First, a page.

14 June 2014, 00:48

Iraqi crisis: Obama holds White House meeting

Iraqi crisis: Obama holds White House meeting

US President Barack Obama held a meeting on situation in Iraq, where extremists took over a number of major cities, White House spokesperson Josh Earnest told journalists Friday. According to the spokesman, a number of senior officials participated in the meeting: chairman of the Joint Chiefs of Staff Gen. Martin Dempsey, Deputy Director of National Intelligence Robert Cardillo, Deputy Secretary of State William Burns, President's National security adviser Susan Rice and White House Chief of Staff Denis McDonough.

Earlier Friday Obama made a statement on Iraqi crisis. "We will not be sending US troops back into combat in Iraq, but I have asked my national security team to prepare a range of other options that could help support Iraqi security forces," cites him RIA Novosti agency. US President went to California until Monday. According to the White House spokesperson, Obama will work on Iraqi problem over the weekend. The situation in Iraq deteriorated dramatically over the recent days, when militants from the Islamic State of Iraq and the Levant seized major cities of Mosul and Tikrit and declared their intention to start offensive on Baghdad. Iraqi troops fled the region; many of them were captured by the terrorists and executed.

Obama to take several days to consider how to act on Iraq

President Barack Obama said on Friday he will take several days to review options for how the United States can help Iraq deal with a militant insurgency, saying any action would need significant involvement by Iraq itself, according to Reuters. "The United States is not simply going involve itself in a military action in the absence of a political plan by the Iraqis that gives us some assurance that they are prepared to work together," Obama said, demonstrating a reluctance to send US troops into battle in Iraq.

"We are not going to be able to do it for them," he added.

The threat by militants from the Islamic State in Iraq and the Levant, or ISIL, in Iraq poses a danger to the people of Iraq and also, potentially Americans, Obama told reporters at the White House.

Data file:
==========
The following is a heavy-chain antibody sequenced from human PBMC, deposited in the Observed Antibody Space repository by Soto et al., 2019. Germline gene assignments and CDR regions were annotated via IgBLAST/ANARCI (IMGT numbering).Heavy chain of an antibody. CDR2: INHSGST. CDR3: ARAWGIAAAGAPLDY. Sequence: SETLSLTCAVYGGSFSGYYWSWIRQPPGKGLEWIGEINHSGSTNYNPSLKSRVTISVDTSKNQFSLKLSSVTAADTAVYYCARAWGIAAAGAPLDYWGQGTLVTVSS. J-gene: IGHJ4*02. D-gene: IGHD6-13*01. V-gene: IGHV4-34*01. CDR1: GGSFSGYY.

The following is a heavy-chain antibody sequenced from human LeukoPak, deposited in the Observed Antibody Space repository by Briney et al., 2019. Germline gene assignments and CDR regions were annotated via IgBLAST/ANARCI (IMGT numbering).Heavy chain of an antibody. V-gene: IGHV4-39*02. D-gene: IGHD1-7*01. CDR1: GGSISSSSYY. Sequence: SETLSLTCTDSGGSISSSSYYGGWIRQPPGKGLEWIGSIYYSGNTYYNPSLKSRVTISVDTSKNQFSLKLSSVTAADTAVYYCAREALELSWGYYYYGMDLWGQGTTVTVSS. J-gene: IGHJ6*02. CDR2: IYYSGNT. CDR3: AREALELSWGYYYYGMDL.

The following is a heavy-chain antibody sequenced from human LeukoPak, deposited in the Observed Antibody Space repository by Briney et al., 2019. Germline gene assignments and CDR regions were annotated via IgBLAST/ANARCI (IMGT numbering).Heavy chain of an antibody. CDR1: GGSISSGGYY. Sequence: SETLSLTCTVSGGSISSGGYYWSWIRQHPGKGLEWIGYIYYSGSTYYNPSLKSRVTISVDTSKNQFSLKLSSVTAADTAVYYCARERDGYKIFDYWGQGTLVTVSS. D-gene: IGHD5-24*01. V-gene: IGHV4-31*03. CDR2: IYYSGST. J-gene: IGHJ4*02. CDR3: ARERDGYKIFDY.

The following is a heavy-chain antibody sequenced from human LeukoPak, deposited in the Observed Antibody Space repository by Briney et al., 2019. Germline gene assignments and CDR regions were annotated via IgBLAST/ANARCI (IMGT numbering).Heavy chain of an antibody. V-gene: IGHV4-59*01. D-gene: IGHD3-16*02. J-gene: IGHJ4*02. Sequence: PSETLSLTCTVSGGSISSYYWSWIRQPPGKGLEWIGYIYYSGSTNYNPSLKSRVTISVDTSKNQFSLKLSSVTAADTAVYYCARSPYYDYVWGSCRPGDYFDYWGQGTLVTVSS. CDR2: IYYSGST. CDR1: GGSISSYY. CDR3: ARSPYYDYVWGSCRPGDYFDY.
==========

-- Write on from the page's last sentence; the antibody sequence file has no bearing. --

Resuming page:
"This is a regional problem, and it is going to be a long-term problem. And what we're going to have to do is combine selective actions by our military to make sure that we're going after terrorists who could harm our personnel overseas or eventually hit the homeland," Obama said.

Obama said the insurgency so far has not caused major disruptions to oil supplies from Iraq, but that if insurgents took control of refineries, other oil producers in the Middle East would need to help "pick up the slack."

"That will be part of the consultations that will be taking place during the course of this week," Obama said.

Iraq PM visits beleaguered city of Samarra for talks

Iraqi Prime Minister Nuri al-Maliki travelled to the embattled city of Samarra on Friday for a security meeting, Governor Ahmed Abdullah said.

 According to AFP, militants attacked the city, located 70 miles north of Baghdad, earlier in the week, and witnesses said they were readying for another assault on Friday.

Thousands of Iraqis volunteer to battle militants

Hisham Issa Kamel slipped out of his home in Baghdad early Friday and headed to a recruitment centre, joining thousands of others signing up to fight an offensive by Sunni Arab militants. His wife opposed the move, but she did not understand how serious the situation in the country has become, "so I did not listen to her," Kamel said.

 Hisham Issa Kamel slipped out of his home in Baghdad early Friday and headed to a recruitment centre, joining thousands of others signing up to fight an offensive by Sunni Arab militants. His wife opposed the move, but she did not understand how serious the situation in the country has become, "so I did not listen to her," Kamel said.

The assault spearheaded by jihadists from the Islamic State of Iraq and the Levant (ISIL) group has overrun a vast swathe of northern and north-central Iraq, driving south towards the capital. With the security forces seemingly unable to halt the advance, Prime Minister Nuri al-Maliki announced that the government would arm civilian volunteers.

Kamel went to answer that call along with thousands of others at a recruitment centre in central Baghdad. Soldiers patted down the arriving volunteers and checked their identity cards. They later piled into trucks to be taken to military bases for basic training. "If I stayed home and others stayed home, who will go out to defend our honour?" said Kamel, 23, who has been married for less than two months.

His father-in-law, Hamed Kamel Hussein, a 45-year-old former soldier, also came to volunteer.

"I heard that volunteering is open to all ages, so I decided to come and participate in the war against ISIL," Hussein said.
The commander of the recruitment centre, Brigadier General Fadhel Abdulsahib, said thousands of people of all ages have joined up.

A number of retired officers have even been willing to join as the lowest enlisted rank, he added.

US Kerry expects Obama to make 'timely decisions' on Iraqi crisis

 US Secretary of State John Kerry said on Friday he expects President Barack Obama to make "timely decisions" on Iraq due to gravity of the situation, Reuters reports.

 "Given the gravity of the situation, I would anticipate timely decisions from the president regarding the challenge," Kerry told reporters at a news conference with British Foreign Minister William Hague.

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